What Is a Permalink? SEO Best Practices

Permalinks are essential for search engine optimization (SEO), and there are some best practices to implement when you’re publishing pages or posts on your website. In this post, part of our series on SEO fundamentals, we’ll explain how your permalinks impact your SEO, highlight some best practices for creating permalinks, and provide some tips for avoiding common mistakes.

June 14, 2023
Written by
Nate Matherson
Reviewed by
Charles Purdy

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A permalink is the URL of a published piece of online content. The article you’re currently reading has this permalink: https://www.positional.com/blog/what-is-a-permalink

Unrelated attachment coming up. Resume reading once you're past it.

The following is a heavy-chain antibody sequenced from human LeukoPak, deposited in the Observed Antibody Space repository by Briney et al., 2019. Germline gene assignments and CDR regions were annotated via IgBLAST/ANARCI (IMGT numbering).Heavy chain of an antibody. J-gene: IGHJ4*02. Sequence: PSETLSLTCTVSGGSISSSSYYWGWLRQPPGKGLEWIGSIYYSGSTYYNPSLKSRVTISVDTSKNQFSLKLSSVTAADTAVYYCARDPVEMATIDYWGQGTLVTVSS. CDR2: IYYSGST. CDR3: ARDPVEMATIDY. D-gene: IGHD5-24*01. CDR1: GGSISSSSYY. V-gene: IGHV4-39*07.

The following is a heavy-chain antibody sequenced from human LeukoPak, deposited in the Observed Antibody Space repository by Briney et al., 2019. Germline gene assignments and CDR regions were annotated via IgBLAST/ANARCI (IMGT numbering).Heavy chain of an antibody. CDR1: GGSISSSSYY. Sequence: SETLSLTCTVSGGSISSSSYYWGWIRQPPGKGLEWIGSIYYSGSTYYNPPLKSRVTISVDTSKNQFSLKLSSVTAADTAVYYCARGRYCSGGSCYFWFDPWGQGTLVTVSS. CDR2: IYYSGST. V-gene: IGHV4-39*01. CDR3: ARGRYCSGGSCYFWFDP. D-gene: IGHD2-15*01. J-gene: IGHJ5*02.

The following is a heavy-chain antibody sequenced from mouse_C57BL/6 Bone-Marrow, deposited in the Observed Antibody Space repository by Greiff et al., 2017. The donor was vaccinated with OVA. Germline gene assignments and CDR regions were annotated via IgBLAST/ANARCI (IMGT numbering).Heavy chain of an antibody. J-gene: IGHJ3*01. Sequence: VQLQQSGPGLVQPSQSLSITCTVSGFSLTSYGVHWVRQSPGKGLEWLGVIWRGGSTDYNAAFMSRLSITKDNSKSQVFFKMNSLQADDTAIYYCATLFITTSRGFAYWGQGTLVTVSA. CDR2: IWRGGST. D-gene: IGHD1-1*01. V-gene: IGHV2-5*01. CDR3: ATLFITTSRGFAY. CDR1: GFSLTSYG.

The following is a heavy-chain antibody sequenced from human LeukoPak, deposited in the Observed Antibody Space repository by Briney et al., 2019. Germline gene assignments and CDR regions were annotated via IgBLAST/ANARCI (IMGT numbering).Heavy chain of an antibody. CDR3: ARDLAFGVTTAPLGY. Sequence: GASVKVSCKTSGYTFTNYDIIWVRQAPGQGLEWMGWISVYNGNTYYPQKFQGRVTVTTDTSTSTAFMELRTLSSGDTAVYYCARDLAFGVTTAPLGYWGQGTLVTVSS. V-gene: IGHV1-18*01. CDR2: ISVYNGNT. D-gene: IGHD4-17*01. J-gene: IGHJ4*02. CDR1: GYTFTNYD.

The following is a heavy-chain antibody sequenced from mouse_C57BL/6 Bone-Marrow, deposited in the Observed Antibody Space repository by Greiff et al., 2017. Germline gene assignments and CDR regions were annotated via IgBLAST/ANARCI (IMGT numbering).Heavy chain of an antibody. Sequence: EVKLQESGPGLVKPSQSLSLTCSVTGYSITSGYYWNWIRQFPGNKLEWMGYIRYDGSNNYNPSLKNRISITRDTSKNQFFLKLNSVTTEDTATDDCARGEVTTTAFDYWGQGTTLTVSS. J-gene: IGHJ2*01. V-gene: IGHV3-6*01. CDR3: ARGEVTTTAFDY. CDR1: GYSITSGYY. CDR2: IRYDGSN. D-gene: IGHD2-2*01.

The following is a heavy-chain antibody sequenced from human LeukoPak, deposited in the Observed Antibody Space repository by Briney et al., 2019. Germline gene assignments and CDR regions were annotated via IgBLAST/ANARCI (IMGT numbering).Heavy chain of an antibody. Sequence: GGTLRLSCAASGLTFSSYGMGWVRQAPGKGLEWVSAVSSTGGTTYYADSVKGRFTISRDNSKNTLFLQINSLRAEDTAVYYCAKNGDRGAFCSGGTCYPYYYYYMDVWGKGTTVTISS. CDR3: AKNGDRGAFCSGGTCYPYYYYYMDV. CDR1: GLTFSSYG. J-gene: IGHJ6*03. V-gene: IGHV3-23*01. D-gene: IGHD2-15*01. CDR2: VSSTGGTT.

A permalink, also called a permanent link, comprises a domain name and a slug, or the text in a URL that comes after the domain name. At Positional, our domain name is www.positional.com, and this blog post’s slug is “/blog/what-is-a-permalink.” Together, our domain name and the slug make up a permalink, or this page’s published URL that is accessible online.

A permalink should accurately describe the piece of content that exists at that URL. And in general, your permalinks should be clear, short, and free of unnecessary words or dates.

Permalinks are essential for search engine optimization (SEO), and there are some best practices to implement when you’re publishing pages or posts on your website. In this post, part of our series on SEO fundamentals, we’ll explain how your permalinks impact your SEO, highlight some best practices for creating permalinks, and provide some tips for avoiding common mistakes.

Are Permalinks Important for SEO?